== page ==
Ft. Sam Houston, Texas, 78234-6315, United States
- Scott and White Memorial Hospital
Temple, Texas, 76508, United States
- University of Kansas Medical Center
Kansas City, Kansas, 66160, United States
- UT Health: The University of Texas Health Science Center at Houston Medical School
Houston, Texas, 77030, United States
- Hennepin County Medical Center / Minneapolis
Minneapolis, Minnesota, 55415, United States
- Regions Hospital
St Paul, Minnesota, 55101, United States
- University of Iowa Hospitals & Clinics
Iowa City, Iowa, 52242, United States
- Barnes Jewish Hospital
St Louis, Missouri, 63110, United States
- St. Louis Medical Center
St. Louis, Missouri, 63110, United States
- University of Mississippi Medical Center
Jackson, Mississippi, 39216, United States
- Louisiana State University
New Orleans, Louisiana, 70112, United States
- OrthoIndy at St Vincent
Indianapolis, Indiana, 46260, United States
- Vanderbilt University Medical Center
Nashville, Tennessee, 37232, United States
- Orthopaedic Associates of Michigan, Spectrum Health
Grand Rapids, Michigan, 49503, United States
- Ohio State University Medical Center
Columbus, Ohio, 43210, United States
- Grant Medical Center
Columbus, Ohio, 43215, United States
- Emory University Dept of Orthopaedics
Atlanta, Georgia, 30303, United States
- MetroHealth Medical Center
Cleveland, Ohio, 44109, United States
- Allegheny General Hosptial
Pittsburgh, Pennsylvania, 15212, United States
- Carolinas Medical Center
Charlotte, North Carolina, 28232, United States
- Wake Forest University Baptist Medical Center
Winston-Salem, North Carolina, 27157-1070, United States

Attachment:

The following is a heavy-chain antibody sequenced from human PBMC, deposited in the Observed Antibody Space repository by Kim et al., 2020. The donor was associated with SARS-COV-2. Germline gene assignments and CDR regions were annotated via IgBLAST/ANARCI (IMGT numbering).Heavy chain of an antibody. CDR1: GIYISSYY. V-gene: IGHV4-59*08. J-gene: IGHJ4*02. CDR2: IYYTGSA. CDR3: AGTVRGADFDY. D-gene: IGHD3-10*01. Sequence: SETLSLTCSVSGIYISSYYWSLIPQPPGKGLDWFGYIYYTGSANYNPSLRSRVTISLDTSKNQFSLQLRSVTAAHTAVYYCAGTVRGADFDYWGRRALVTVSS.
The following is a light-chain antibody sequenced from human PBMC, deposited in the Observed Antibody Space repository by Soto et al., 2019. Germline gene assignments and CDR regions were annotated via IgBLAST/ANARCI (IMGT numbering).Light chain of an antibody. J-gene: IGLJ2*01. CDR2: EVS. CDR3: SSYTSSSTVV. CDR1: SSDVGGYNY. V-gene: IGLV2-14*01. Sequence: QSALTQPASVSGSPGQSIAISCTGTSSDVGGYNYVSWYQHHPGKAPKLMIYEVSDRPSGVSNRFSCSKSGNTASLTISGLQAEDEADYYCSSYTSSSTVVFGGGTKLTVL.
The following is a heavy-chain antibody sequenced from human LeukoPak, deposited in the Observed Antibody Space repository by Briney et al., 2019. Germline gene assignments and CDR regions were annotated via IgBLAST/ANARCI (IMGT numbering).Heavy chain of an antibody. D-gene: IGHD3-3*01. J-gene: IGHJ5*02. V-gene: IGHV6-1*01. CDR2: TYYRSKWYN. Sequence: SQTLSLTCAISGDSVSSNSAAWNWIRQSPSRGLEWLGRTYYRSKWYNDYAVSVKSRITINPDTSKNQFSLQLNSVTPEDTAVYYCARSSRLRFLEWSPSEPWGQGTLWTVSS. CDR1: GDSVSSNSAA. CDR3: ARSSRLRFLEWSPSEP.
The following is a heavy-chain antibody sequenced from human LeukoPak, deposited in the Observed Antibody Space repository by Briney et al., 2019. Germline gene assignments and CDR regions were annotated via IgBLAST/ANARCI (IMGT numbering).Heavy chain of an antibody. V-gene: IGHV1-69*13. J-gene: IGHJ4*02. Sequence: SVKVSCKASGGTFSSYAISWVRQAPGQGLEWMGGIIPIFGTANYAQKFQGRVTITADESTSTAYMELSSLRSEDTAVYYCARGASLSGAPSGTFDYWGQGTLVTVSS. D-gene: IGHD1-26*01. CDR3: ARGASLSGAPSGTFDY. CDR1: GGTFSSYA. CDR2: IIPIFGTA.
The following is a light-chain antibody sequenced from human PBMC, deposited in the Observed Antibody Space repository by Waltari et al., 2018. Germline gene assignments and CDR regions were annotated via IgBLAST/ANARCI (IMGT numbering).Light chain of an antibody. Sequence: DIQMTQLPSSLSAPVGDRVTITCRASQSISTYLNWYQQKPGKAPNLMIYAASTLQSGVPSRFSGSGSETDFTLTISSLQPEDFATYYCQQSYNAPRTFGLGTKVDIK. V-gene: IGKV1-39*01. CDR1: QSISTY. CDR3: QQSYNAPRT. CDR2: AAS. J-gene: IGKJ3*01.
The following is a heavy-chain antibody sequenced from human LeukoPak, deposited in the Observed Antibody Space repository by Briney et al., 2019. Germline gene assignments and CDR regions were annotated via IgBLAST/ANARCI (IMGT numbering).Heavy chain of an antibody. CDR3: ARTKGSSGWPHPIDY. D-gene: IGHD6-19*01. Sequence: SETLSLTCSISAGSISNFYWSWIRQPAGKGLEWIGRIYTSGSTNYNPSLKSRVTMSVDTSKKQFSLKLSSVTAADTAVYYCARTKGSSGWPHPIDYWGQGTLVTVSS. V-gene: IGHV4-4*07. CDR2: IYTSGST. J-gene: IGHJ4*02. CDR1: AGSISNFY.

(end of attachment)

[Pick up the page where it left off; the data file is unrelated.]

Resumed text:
- Florida Orthopaedic Institute
Tampa, Florida, 33606, United States
- University of Virginia
Charlottesville, Virginia, 22908, United States
- University of Rochester
Rochester, New York, 14642, United States
- Duke University Hospital
Durham, North Carolina, 27710, United States
- Walter Reed Military Medical Center
Bethesda, Maryland, 20889, United States
- Walter Reed National Military Medical Center
Bethesda, Maryland, 20889, United States
- Penn State University M.S. Hershey Medical Center
Hershey, Pennsylvania, 17033, United States
- University of Maryland, R Adams Cowley Shock Trauma Center
Baltimore, Maryland, 21201, United States
- Naval Medical Center Portsmouth
Portsmouth, Virginia, 23708, United States
- Temple University Hospital
Philadelphia, Pennsylvania, 19140, United States
- University of Miami Ryder Trauma Center
Miami, Florida, 33101, United States
- Brown University/Rhode Island Hospital
Providence, Rhode Island, 02905, United States
- Boston Medical Center
Boston, Massachusetts, 02118, United States
- in progress, not accepting new patients
- Start Date
- Completion Date
- Major Extremity Trauma Research Consortium
- Study Type
- Last Updated
- December 2016